August 2017
Volume 58, Issue 10
Open Access
Genetics  |   August 2017
Association of a PDCD1 Polymorphism With Sympathetic Ophthalmia in Han Chinese
Author Affiliations & Notes
  • Jing Deng
    The First Affiliated Hospital of Chongqing Medical University, Chongqing Key Laboratory of Ophthalmology and Chongqing Eye Institute, Chongqing, People's Republic of China
  • Jiayue Hu
    The First Affiliated Hospital of Chongqing Medical University, Chongqing Key Laboratory of Ophthalmology and Chongqing Eye Institute, Chongqing, People's Republic of China
  • Handan Tan
    The First Affiliated Hospital of Chongqing Medical University, Chongqing Key Laboratory of Ophthalmology and Chongqing Eye Institute, Chongqing, People's Republic of China
  • Guannan Su
    The First Affiliated Hospital of Chongqing Medical University, Chongqing Key Laboratory of Ophthalmology and Chongqing Eye Institute, Chongqing, People's Republic of China
  • Qingfeng Cao
    The First Affiliated Hospital of Chongqing Medical University, Chongqing Key Laboratory of Ophthalmology and Chongqing Eye Institute, Chongqing, People's Republic of China
  • Xinyue Huang
    The First Affiliated Hospital of Chongqing Medical University, Chongqing Key Laboratory of Ophthalmology and Chongqing Eye Institute, Chongqing, People's Republic of China
  • Aize Kijlstra
    University Eye Clinic Maastricht, Maastricht, Limburg, The Netherlands
  • Peizeng Yang
    The First Affiliated Hospital of Chongqing Medical University, Chongqing Key Laboratory of Ophthalmology and Chongqing Eye Institute, Chongqing, People's Republic of China
  • Correspondence: Peizeng Yang, The First Affiliated Hospital of Chongqing Medical University, Youyi Road 1, Chongqing, P.R. China, 400016; peizengycmu@126.com
  • Footnotes
     JD, JH, and HT contributed equally to the work presented here and should therefore be regarded as equivalent authors.
Investigative Ophthalmology & Visual Science August 2017, Vol.58, 4218-4222. doi:10.1167/iovs.17-22195
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      Jing Deng, Jiayue Hu, Handan Tan, Guannan Su, Qingfeng Cao, Xinyue Huang, Aize Kijlstra, Peizeng Yang; Association of a PDCD1 Polymorphism With Sympathetic Ophthalmia in Han Chinese. Invest. Ophthalmol. Vis. Sci. 2017;58(10):4218-4222. doi: 10.1167/iovs.17-22195.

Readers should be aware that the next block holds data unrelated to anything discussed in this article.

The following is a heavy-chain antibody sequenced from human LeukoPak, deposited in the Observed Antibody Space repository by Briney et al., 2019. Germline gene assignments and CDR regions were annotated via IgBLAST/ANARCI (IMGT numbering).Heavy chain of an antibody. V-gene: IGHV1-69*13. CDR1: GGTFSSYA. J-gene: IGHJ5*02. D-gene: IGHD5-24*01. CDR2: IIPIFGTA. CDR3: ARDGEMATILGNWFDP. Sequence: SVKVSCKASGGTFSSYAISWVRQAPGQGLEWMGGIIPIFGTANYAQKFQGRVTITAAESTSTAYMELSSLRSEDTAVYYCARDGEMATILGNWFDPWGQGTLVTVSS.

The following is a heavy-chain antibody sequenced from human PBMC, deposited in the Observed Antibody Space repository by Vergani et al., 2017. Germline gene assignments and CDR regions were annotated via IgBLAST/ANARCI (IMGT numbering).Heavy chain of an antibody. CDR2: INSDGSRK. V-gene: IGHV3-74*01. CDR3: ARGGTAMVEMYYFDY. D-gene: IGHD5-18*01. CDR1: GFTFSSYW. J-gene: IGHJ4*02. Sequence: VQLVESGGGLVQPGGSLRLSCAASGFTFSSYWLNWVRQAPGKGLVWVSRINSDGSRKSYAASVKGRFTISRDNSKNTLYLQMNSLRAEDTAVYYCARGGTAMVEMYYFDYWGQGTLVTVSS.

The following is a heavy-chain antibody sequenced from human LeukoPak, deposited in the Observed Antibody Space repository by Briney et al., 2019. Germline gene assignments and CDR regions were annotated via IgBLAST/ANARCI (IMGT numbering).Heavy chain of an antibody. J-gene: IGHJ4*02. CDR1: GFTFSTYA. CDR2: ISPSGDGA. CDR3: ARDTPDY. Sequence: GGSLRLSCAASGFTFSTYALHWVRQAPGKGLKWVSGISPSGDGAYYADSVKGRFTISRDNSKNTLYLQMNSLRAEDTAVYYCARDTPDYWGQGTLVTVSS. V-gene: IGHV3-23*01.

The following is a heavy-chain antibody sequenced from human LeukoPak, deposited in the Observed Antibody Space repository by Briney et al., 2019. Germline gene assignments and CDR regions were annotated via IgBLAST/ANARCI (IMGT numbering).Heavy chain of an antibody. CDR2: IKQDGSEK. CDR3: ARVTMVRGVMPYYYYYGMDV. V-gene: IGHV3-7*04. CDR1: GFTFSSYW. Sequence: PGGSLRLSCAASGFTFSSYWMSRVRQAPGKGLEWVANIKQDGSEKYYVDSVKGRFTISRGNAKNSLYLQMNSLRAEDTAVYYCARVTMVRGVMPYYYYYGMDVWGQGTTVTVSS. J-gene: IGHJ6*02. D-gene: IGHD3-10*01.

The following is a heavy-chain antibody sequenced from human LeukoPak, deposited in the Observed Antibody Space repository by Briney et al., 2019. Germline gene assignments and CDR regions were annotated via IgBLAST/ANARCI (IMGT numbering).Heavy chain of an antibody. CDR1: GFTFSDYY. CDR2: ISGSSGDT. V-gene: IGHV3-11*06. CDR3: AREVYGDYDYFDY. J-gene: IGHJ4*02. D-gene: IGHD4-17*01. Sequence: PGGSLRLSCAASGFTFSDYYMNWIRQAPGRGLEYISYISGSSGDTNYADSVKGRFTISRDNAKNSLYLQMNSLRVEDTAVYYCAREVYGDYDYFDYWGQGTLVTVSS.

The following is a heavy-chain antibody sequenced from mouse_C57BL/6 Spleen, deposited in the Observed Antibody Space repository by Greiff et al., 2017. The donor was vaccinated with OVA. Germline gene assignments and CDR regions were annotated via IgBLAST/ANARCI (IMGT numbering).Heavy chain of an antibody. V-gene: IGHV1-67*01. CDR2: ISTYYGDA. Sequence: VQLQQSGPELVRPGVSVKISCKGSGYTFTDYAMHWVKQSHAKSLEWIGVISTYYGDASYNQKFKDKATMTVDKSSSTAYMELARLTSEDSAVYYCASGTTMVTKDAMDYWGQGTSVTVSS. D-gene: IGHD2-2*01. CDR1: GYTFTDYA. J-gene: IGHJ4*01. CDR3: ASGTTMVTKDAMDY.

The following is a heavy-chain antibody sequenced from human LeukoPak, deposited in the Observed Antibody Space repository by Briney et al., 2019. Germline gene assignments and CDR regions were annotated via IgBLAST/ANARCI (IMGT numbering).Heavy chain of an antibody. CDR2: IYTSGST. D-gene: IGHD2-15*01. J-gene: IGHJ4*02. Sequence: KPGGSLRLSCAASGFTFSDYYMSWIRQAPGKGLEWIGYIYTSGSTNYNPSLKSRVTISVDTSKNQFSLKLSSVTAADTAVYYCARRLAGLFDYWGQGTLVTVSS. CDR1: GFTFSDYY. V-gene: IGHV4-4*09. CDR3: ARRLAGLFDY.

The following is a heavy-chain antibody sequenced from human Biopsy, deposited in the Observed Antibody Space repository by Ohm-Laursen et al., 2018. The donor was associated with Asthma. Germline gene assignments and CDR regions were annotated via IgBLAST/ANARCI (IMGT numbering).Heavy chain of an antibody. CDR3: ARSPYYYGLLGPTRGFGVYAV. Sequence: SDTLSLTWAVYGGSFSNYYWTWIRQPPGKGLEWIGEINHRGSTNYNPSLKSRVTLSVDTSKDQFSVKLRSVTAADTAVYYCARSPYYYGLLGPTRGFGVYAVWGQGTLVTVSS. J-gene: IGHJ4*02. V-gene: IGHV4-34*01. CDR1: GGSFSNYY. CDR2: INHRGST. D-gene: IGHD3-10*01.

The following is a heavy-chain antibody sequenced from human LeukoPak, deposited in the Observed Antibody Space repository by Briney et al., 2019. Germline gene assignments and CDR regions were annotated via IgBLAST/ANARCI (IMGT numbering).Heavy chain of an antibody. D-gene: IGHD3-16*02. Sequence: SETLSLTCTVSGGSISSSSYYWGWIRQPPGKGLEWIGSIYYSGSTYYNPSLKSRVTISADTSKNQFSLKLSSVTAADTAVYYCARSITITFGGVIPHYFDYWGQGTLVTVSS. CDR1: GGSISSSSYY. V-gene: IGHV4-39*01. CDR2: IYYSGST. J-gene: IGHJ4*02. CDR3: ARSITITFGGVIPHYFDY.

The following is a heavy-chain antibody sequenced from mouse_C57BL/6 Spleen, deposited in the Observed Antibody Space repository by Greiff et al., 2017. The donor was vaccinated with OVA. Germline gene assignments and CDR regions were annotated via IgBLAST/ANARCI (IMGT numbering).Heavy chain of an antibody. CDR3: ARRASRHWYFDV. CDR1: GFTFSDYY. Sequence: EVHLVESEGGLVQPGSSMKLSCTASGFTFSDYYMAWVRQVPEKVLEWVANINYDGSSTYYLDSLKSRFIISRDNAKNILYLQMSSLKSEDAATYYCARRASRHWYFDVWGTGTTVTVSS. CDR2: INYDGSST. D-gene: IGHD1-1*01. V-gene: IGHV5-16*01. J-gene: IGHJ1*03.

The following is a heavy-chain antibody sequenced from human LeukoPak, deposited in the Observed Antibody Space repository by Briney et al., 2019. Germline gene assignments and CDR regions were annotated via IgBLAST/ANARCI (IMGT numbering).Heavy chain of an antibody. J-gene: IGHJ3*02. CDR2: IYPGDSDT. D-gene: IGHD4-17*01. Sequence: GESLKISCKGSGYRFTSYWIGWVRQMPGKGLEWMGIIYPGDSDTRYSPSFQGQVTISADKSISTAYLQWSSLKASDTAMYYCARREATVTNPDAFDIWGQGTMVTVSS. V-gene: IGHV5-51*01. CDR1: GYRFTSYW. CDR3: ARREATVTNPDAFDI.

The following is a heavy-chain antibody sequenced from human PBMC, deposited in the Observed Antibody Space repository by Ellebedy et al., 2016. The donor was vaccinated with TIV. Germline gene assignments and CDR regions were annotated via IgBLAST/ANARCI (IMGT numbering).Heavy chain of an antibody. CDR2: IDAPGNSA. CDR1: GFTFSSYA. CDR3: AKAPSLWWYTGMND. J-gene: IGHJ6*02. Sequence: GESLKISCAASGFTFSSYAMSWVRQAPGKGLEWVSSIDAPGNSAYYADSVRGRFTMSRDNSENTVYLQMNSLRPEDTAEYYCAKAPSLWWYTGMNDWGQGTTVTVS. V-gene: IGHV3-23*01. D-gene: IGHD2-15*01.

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Abstract

Purpose: Several studies have shown that sympathetic ophthalmia (SO) and Vogt-Koyanagi-Harada (VKH) disease possess many similarities concerning their clinical manifestations. The aim of this study was to investigate whether single nucleotide polymorphisms that have been shown to be associated with VKH disease in earlier studies may also be associated with SO.

Methods: There were 114 SO patients and 1230 healthy controls included in a case-control study, whereby 24 VKH-related single nucleotide polymorphisms (SNPs) were tested. Genotyping was performed using the MassARRAY platform and iPLEX Gold Assay.

Results: The results showed a significantly lower frequency of the PDCD1/rs2227981 GG genotype in SO (Pc =7.85 × 10−3, OR = 0.471). However, no apparent increase in the GA and AA genotype frequency was detected. Moreover, a significant decrease in the G allele frequency of PDCD1/rs2227981 was detected in SO (Pc = 5.08 × 10−3, OR = 0.56).

Conclusions: This study shows that only PDCD1/rs2227981 contributes to the genetic susceptibility of SO, and that the other 23 susceptibility loci of VKH disease are probably not involved in the pathogenesis of this disease.